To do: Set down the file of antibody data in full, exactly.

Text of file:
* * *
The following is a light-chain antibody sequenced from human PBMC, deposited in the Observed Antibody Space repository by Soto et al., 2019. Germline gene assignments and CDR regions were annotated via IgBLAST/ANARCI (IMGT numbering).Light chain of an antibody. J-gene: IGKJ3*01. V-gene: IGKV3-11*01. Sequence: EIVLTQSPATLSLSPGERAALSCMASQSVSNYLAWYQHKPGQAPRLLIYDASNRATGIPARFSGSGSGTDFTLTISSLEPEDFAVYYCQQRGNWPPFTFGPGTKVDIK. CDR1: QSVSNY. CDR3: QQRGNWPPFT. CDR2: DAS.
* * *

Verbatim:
The following is a light-chain antibody sequenced from human PBMC, deposited in the Observed Antibody Space repository by Soto et al., 2019. Germline gene assignments and CDR regions were annotated via IgBLAST/ANARCI (IMGT numbering).Light chain of an antibody. J-gene: IGKJ3*01. V-gene: IGKV3-11*01. Sequence: EIVLTQSPATLSLSPGERAALSCMASQSVSNYLAWYQHKPGQAPRLLIYDASNRATGIPARFSGSGSGTDFTLTISSLEPEDFAVYYCQQRGNWPPFTFGPGTKVDIK. CDR1: QSVSNY. CDR3: QQRGNWPPFT. CDR2: DAS.